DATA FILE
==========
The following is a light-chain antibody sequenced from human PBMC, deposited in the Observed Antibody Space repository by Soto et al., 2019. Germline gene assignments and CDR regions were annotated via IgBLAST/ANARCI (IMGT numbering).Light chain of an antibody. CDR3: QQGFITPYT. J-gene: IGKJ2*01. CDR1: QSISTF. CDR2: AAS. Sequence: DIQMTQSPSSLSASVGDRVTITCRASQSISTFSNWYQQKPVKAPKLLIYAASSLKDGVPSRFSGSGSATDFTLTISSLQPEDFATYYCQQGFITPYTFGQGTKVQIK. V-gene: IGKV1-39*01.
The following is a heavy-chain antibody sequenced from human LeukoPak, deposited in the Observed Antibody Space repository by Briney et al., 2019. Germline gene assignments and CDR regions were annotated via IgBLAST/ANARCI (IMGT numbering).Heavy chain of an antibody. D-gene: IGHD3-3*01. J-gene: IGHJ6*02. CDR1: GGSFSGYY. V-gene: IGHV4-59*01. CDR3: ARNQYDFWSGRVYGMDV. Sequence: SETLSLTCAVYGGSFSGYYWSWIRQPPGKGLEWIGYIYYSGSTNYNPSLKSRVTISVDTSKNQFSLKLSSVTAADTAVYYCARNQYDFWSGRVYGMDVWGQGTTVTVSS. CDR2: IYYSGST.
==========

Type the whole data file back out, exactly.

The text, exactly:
The following is a light-chain antibody sequenced from human PBMC, deposited in the Observed Antibody Space repository by Soto et al., 2019. Germline gene assignments and CDR regions were annotated via IgBLAST/ANARCI (IMGT numbering).Light chain of an antibody. CDR3: QQGFITPYT. J-gene: IGKJ2*01. CDR1: QSISTF. CDR2: AAS. Sequence: DIQMTQSPSSLSASVGDRVTITCRASQSISTFSNWYQQKPVKAPKLLIYAASSLKDGVPSRFSGSGSATDFTLTISSLQPEDFATYYCQQGFITPYTFGQGTKVQIK. V-gene: IGKV1-39*01.
The following is a heavy-chain antibody sequenced from human LeukoPak, deposited in the Observed Antibody Space repository by Briney et al., 2019. Germline gene assignments and CDR regions were annotated via IgBLAST/ANARCI (IMGT numbering).Heavy chain of an antibody. D-gene: IGHD3-3*01. J-gene: IGHJ6*02. CDR1: GGSFSGYY. V-gene: IGHV4-59*01. CDR3: ARNQYDFWSGRVYGMDV. Sequence: SETLSLTCAVYGGSFSGYYWSWIRQPPGKGLEWIGYIYYSGSTNYNPSLKSRVTISVDTSKNQFSLKLSSVTAADTAVYYCARNQYDFWSGRVYGMDVWGQGTTVTVSS. CDR2: IYYSGST.